There's one exception to this general rule that I came across tonight. In the pre-G+ era, the saddest place I ever saw on YouTube was the comments of Mariah Carey's One Sweet Day. Almost all of the comments – literally 95% or more – were RIP messages to lost friends or family. Page after page of people finding some comfort from the song and leaving a little personal message. I don't know what motivated anyone to express their grief in the form of a YouTube comment, but the memory of those comments makes me tear up even now.

There's still some of that in the G+-style comments to One Sweet Day, enough to make me sad if I scroll through enough of them. But people posting the song to Google Plus are often not leaving a comment at all, or perhaps snarking about the evolution of Carey and pop music more generally since the 1990's.

A little bit of good Internet has been lost.

In which I write about myself

When I was little, perhaps eight or nine years old, I experienced a certain phenomenon for the first time. Perhaps it's a common thing that I just haven't read about. I don't know what it's called, and I doubt I can even describe it well enough in prose, let alone in terms that Google might understand. This first occasion experiencing it was so long ago, I don't even remember whether it was an external sound, or something purely imagined. It might not have even been an auditory thing, but I'll pretend that it was regardless.

Imagine a sort of beat, but the sound isn't something sharp like a drumbeat. Maybe the sound of walking on gravel, or flicking the bristles on a toothbrush. This sound repeats regularly, roughly once a second. In my brain, it is as though these sounds follow a positive feedback loop (alternatively, like a resonance), rising in volume. Eventually (maybe after a few seconds, maybe a few tens of seconds) the imagined noise in my head is intolerably loud. That evening when I was eight or nine, I burst into tears at it. As I recall it, the news was on the TV, and Mum thought that I was reacting to the footage of the war zone (Yugoslavia?), trying to comfort me accordingly.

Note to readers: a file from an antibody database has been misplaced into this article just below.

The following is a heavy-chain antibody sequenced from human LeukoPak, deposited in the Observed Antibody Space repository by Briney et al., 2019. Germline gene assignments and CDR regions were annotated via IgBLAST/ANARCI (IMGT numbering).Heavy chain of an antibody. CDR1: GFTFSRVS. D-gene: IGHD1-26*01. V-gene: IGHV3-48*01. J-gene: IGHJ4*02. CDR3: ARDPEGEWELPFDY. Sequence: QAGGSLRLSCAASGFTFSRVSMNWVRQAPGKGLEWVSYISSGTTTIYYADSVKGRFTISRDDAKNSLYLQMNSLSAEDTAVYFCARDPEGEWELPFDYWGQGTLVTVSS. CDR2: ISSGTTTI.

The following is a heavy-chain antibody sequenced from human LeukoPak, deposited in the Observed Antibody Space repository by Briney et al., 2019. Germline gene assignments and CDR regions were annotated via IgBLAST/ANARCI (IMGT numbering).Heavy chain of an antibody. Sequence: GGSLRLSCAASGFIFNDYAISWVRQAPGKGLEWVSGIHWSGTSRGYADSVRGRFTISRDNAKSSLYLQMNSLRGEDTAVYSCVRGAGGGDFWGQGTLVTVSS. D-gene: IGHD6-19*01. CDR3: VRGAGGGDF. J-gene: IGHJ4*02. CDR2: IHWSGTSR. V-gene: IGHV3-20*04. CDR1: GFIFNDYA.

Over the years, this same sort of feedback-loop-thing repeated itself occasionally, ending more calmly than wild crying. My memory is that it was something I could almost command at will: imagining those regular, quiet sounds, and having them dominate the apparent noise inside of my brain. But it was long ago (how long ago? When did it stop? I don't know – in my teenage years maybe? Early adulthood??), and perhaps not as common or as controlled as I remember. I tried summoning those regular sounds just now, and I can only experience what feels like a faded ghost of what I remember: my brain stubbornly whirring away normally, saying only (in some metaphorical sense) "I know what you're trying to do, the sound used to get loud like this,", but this isn't actually overpoweringly loud.

Sometimes it wasn't sound-based. In what I associate more (though not exclusively) with dreaming was having the size of a ball (or a spherical rock) get larger very quickly. Perhaps the rock was on one end of a seesaw, and, without wanting to, I would imagine it rapidly getting many times larger than the seesaw. It would destroy any hope of imagining what I wanted to imagine about that ball or rock.